Hudlin grew up in East St. Louis, Ill., a city with a rich artistic past: Lillian Gish, Josephine Baker, Miles Davis, dance pioneer Katherine Dunham and bluesman Albert King all called it home. But by the time Hudlin came of age in the late '70s, East St. Louis, once dubbed an "All America City," was rapidly unraveling, the victim of riots, factory closings and virulent street gangs. A city that he affectionately sends up in "Birth of a Nation," where he and McGruder imagined what would happen if East St. Louis seceded from the union. (Hint: chaos.)

Hudlin's description of East St. Louis? "Ghet-to."

Still, his is hardly your standard by-the-bootstraps story. Hudlin's mother was an educator. His father, who died in 1998, was an insurance agent who served as president of the Chamber of Commerce, ran the local community college -- and turned down an invitation to run for mayor.

"My family was very educated; we have people with PhDs," says Hudlin over lunch at an upscale midtown Manhattan brasserie. He pauses, and then adds this caveat, as if to establish his 'hood bona fides: "But we collected grease on a stove. Both my parents were real products of the Depression: Real, real hard work, never throw something away that you can use again."

From an early age, he knew that he wanted to be a filmmaker. As a kid, he spent hours drawing comic books and hanging out at the community arts center that Dunham created in the heart of the ghetto, studying martial arts while his mom took dance classes. Films entranced him: Bob Fosse's "All That Jazz," Charles Burnett's "Killer of Sheep." But it was Ken Russell's rock opera movie "Tommy" that clinched it for him: the surreal rush of music and imagery.

With visions of directing a funk opera starring George Clinton and Parliament-Funkadelic, he headed off to Harvard, where he majored in visual and environmental studies, a multidisciplinary honors program that combined film, photography, graphic arts and architecture. After college, he joined up with his older brother Warrington, a Yale grad who was working as an independent filmmaker.

"I was doing work that was important, but not commercial," says Warrington, co-founder of the Black Filmmaker Foundation. "He said, 'What you're doing is good, but it's about time to make some money.' He always had a much stronger commercial instinct."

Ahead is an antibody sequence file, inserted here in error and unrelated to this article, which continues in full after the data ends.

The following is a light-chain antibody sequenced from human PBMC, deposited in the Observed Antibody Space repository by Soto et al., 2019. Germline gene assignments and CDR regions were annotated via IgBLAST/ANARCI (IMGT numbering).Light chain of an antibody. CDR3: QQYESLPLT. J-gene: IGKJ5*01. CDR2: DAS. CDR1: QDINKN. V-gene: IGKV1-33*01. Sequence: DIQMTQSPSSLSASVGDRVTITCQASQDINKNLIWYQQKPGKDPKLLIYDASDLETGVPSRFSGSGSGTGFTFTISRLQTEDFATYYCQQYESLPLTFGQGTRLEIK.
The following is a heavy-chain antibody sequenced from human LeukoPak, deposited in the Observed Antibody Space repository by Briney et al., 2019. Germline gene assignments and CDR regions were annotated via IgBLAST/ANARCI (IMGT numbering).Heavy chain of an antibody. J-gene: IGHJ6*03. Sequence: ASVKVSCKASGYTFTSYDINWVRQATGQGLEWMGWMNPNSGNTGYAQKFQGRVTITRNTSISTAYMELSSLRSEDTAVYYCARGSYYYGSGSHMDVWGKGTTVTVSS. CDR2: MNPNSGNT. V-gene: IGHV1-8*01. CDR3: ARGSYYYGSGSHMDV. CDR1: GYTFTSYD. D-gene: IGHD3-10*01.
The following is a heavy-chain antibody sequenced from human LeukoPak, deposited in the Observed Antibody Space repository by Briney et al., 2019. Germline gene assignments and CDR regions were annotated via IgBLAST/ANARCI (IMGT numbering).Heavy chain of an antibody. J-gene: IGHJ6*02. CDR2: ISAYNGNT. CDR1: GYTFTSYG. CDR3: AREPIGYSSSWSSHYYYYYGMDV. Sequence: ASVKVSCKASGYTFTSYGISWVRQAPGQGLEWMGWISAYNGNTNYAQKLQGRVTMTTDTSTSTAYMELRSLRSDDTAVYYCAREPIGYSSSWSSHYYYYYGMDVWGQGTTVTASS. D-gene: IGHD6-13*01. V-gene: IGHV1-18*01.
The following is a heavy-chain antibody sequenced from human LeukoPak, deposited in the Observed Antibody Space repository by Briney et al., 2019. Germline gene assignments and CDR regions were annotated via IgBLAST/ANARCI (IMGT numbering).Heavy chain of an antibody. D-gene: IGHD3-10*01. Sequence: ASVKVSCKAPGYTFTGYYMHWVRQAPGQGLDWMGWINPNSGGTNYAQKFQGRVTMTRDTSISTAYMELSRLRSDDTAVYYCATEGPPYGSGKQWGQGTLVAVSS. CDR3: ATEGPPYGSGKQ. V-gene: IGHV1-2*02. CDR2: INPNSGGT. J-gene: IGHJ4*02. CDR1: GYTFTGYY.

But Hollywood is notoriously fickle. After his film successes, Hudlin turned to TV, directing shows including Bochco's "City of Angels," "Bernie Mac" and his good buddy Chris Rock's "Everybody Hates Chris." Rock says he was a little surprised when Hudlin took the BET gig.

"He's got good taste," Rock says. "There's the Reggie who thinks like a director, and the Reggie who thinks like an exec. On the one hand, he's got real artistic taste. And then on the other hand, he's got real pop taste, 'This'll sell, this'll work.' "


Cold, hard commerce is in the house.

From up on high in the Hammerstein Ballroom, in a box reserved for corporate muckety-mucks, Hudlin sits, head bobbing to the beat, taking in the cross-pollination of hip-hop and fashion, of industry and art. There are dudes lining up along the front row, doing the retro rap thing, all flattops and neon, looking just like Kid 'n Play did when Hudlin directed them in "House Party." Hudlin spots them and laughs.

Here, at the taping of BET's "Rip the Runway," booty-shaking is in short, and tasteful, supply. Instead, cash is the theme du jour. Pharrell, backed up by N.E.R.D., is rapping about "hundred-dollar bills" while models sporting ruffled Zac Posen evening gowns prowl the catwalk, affecting a studied indifference.

Then there's Missy Elliott, plugging her new single, chanting, "Ching-ching, getting paid over here," as models sporting duds from her fashion line bounce around the runway. From there, Flo Rida takes to the stage, name-checking Nelly's line of Apple Bottom jeans while models strut and preen, sporting, um, Apple Bottom jeans.

Over the course of the night, Snoop Dogg and Nelly, accompanied by their entourages, make their way up to the box, to pay their respects to Hudlin and Lee. To kiss the ring.

At the end of the day, it's all about doing business.